Tariffs
Tariffs are taxes imposed on imported goods; they will increase the price of the good in the domestic market. Domestic producers benefit because they receive higher prices. The government benefits by collecting tax revenues. In the graph below, S0 and D0 represent the original supply and demand curves which intersect at (P0, Q0). St shows what the supply curve is with the introduction of the tariff. The market then clears at (Pt, Qt). Less of the good is produced, and consumers pay higher prices.

Figure 5.5: Effect of a Tariff on a Supply Curve

Quotas
Quotas are numerical limits imposed on imported goods. Consumers are harmed by quotas, while domestic and foreign producers benefit by receiving higher prices. In the graph below, the market initially clears at P0, Q0. The supply curve Sd+i0 represents the quantity supplied by both domestic and foreign producers before the imposition of the quota. D0 is the domestic demand curve. After the quota, the supply curve looks like Sd+i1. Both foreign and domestic producers receive higher prices while consumers lose out.

Figure 5.6: Effect of Quotas on the Supply Curve

Voluntary Export Restraints (VERs)
These restraints limit the quantity of goods that can be exported from the country to one or more of its trading partners. They are usually "voluntarily" negotiated so that quotas or tariffs are not imposed.

Exchange Rate Controls
Exchange rate controls set the exchange rate of a nation's currency above the market rate. This makes the nation's exports artificially expensive, which reduces the quantities of the nation's goods that foreigners are willing to buy. This means that the country's citizens have little foreign currency available to buy imported goods. With exchange rate controls, black markets usually exist where currency exchange occurs at a market rate. Exchange rate controls are declining in popularity, although some developing nations still use them.

"Hidden" Methods
Hidden methods of limiting imports include special regulations and licensing requirements that restrict imports. For instance, the Japanese government imposes special quality requirements on food to restrict food imports and protect Japanese farmers.

Trade Restrictions

Related Articles
  1. Investing

    What Is a Quota?

    In business, quota usually refers to the sales target for a salesperson or a sales team.
  2. Insights

    The Basics Oof Tariffs And Trade Barriers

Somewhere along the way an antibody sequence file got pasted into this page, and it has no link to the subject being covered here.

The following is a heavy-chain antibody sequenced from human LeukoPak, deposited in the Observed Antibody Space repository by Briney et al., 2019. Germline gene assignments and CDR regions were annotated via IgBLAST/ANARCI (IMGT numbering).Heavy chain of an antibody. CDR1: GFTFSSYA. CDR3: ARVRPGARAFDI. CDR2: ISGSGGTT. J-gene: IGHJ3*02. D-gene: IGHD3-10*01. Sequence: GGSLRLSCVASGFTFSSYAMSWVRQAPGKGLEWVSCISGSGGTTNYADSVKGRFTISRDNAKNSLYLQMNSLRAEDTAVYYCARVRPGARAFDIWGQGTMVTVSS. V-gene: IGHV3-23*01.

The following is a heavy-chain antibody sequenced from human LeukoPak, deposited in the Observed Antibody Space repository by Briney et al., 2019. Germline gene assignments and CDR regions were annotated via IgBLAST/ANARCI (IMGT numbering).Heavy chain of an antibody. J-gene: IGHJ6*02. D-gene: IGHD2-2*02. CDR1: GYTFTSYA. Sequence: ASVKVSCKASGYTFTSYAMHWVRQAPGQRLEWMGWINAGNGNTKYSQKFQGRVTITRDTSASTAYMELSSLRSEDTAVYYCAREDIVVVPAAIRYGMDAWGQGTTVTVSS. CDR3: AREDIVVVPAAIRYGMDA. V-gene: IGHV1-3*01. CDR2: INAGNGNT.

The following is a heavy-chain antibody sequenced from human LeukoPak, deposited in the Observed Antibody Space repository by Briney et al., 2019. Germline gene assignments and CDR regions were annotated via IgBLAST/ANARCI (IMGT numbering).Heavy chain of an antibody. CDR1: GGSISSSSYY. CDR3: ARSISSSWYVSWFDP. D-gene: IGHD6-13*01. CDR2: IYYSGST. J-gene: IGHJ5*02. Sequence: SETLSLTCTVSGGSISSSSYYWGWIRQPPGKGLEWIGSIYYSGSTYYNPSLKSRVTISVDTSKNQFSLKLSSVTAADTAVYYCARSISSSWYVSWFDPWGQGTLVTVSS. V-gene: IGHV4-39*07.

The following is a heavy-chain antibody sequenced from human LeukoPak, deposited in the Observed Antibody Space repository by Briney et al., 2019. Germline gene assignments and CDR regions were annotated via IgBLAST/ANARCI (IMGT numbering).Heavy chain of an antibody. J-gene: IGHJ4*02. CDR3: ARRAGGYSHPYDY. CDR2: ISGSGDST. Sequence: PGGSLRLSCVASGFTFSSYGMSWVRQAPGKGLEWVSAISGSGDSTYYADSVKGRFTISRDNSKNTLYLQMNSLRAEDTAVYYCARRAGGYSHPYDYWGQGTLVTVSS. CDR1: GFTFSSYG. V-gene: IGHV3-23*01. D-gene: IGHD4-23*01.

Everything you need to know - from the different types of tariffs to their effects on the local economy.
  3. Investing

    Tariffs

    Tariffs, or customs duties, are taxes imposed on foreign goods and services. In addition to providing a country with additional revenue, tariffs offer protection to domestic producers. Imported ...
  4. Investing

    What Is Supply?

    Supply is the amount of goods a producer is willing to produce at a given price, and is one of the most basic concepts in economics.
  5. Investing

    Understanding Free Trade

    Free trade exists when nations can swap goods and services without the constraints of tariffs, duties or quotas.
  6. Investing

    Trade Bond ETFs Using Yield Curves

    Different types of yield curves provide important insights for trading bond-based securities.
  7. Insights

    Do Cheap Imported Goods Cost Americans Jobs?

    Flooding the market with cheap products can mean job losses and even market collapse - but dumping isn't as threatening as it seems.
  8. Investing

    Interest Rates And Your Bond Investments

    By understanding the factors that influence interest rates, you can learn to anticipate their movement and profit from it.
  9. Insights

    Introduction To Supply And Demand

    Find out all about supply and demand and how it relates to your daily purchases.
  10. Investing

    Understanding the Inverted Yield Curve

    An inverted yield curve occurs during the rare times when short-term interest rates are higher than long-term interest rates.
Frequently Asked Questions
  1. What's considered to be a good debt-to-income (DTI) ratio?

    Your debt-to-income ratio helps lenders determine your credit worthiness. Find out how to calculate your score and how to ...
  2. What is the difference between a loan and a line of credit?

    Learn to differentiate between lines of credit and standard loans, and determine when you are likely to use each method of ...
  3. What does a Chief Financial Officer (CFO) do?

    A CFO is responsible for accurate reporting of a company's financial information, investing the company's money and identifying ...
  4. How did George Soros break the Bank of England?

    George Soros pocketed $1 billion by betting against the British pound, cementing his reputation as the premier currency speculator ...
Trading Center